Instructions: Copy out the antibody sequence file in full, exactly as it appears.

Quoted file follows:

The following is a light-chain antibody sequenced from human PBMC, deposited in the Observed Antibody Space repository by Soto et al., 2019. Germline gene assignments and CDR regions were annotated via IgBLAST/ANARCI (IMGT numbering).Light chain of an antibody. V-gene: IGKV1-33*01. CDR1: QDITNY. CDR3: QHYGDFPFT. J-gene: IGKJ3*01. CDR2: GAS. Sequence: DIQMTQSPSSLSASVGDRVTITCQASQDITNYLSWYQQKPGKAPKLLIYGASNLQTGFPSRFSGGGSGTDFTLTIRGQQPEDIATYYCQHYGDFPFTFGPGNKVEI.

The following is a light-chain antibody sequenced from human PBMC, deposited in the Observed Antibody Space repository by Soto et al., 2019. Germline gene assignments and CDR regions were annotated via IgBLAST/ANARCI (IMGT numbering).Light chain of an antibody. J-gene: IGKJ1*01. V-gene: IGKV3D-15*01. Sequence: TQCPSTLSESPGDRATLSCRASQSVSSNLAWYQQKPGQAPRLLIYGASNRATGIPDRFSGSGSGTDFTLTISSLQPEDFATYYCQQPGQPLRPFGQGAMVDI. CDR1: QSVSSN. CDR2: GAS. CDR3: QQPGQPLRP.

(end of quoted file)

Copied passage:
The following is a light-chain antibody sequenced from human PBMC, deposited in the Observed Antibody Space repository by Soto et al., 2019. Germline gene assignments and CDR regions were annotated via IgBLAST/ANARCI (IMGT numbering).Light chain of an antibody. V-gene: IGKV1-33*01. CDR1: QDITNY. CDR3: QHYGDFPFT. J-gene: IGKJ3*01. CDR2: GAS. Sequence: DIQMTQSPSSLSASVGDRVTITCQASQDITNYLSWYQQKPGKAPKLLIYGASNLQTGFPSRFSGGGSGTDFTLTIRGQQPEDIATYYCQHYGDFPFTFGPGNKVEI.

The following is a light-chain antibody sequenced from human PBMC, deposited in the Observed Antibody Space repository by Soto et al., 2019. Germline gene assignments and CDR regions were annotated via IgBLAST/ANARCI (IMGT numbering).Light chain of an antibody. J-gene: IGKJ1*01. V-gene: IGKV3D-15*01. Sequence: TQCPSTLSESPGDRATLSCRASQSVSSNLAWYQQKPGQAPRLLIYGASNRATGIPDRFSGSGSGTDFTLTISSLQPEDFATYYCQQPGQPLRPFGQGAMVDI. CDR1: QSVSSN. CDR2: GAS. CDR3: QQPGQPLRP.